Who officiates at the wedding? Is there a reception or dinner afterwards, and who arranges it? When are the bride and groom presented to the invited guests? When do the bride and groom see each other for the first time after the ceremony? How do they leave the site of the wedding, and where do they go? Are there other dinners and receptions at another time? What is the traditional schedule kept by the wedding party for the first month (or later if applicable) after the wedding?

Who are invited as guests and how are they informed? What gifts are given? When and how are they given, and to whom? What would be expected of you as a guest?

Where does the new couple live? What is the relationship between the man and the woman and their in-laws? Is the relationship dependent on whether the couple lives with the man’s family, the woman’s family, or in their own house? What adjustment problems do newly-weds have? When is a marriage considered consummated?

How many wives/husbands may a person have? Are there wedding ceremonies when succeeding spouses are taken? Is polygamy permitted? What are relations like in a polygamous household?

Is divorce socially acceptable? What are the reasons for divorce? What is the frequency? Describe a divorce procedure. What happens to the original bride price or dowry? Is there any provision made in the marriage certificate for compensation in case of divorce? Can divorced people remarry? How would such a ceremony differ from a regular one? Who gets custody of the children in a divorce? May women divorce men?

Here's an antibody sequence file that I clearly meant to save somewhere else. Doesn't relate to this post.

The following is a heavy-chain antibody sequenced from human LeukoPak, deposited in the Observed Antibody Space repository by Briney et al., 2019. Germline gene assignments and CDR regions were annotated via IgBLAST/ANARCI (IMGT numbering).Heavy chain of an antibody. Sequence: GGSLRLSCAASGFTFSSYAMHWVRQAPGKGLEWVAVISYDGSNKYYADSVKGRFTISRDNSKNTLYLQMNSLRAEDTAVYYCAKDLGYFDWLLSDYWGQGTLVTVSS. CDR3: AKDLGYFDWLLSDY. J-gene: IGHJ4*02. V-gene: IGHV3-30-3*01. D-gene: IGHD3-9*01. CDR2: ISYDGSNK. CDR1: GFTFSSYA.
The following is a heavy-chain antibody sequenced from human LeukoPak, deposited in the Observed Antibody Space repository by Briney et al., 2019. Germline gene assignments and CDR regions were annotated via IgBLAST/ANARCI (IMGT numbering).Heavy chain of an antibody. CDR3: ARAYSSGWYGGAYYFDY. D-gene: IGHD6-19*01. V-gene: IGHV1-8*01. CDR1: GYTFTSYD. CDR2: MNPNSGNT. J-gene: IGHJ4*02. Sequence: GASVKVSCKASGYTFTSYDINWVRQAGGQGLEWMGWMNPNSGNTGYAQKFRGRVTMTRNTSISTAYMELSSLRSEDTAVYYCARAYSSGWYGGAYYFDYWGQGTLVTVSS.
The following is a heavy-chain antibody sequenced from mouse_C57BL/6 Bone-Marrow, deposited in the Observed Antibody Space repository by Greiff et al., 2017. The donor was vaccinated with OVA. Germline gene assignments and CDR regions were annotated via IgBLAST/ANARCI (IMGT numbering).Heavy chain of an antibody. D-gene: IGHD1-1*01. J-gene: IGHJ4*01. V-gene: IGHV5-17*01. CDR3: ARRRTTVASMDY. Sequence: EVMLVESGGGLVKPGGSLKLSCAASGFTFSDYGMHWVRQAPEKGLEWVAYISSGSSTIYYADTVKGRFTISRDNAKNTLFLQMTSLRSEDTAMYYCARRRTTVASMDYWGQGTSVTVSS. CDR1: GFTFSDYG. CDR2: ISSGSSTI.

Many cultures have special traditions or ceremonies to induct their young people into the world of adulthood, but some do not. Inquire about the existence of such traditions. Here are some ideas to get you started.

How and at what age is a boy recognized as an adult, able to take part in adult activities? Is there a special initiation ceremony? Is this a tribal ceremony? One conducted by the family? If a family tradition, would each family have its own tradition, or is this also standardized in the culture? Who conducts it? How is the boy prepared for it? Is he given a new name? Who gives it and how is it determined? What activities are now open to him?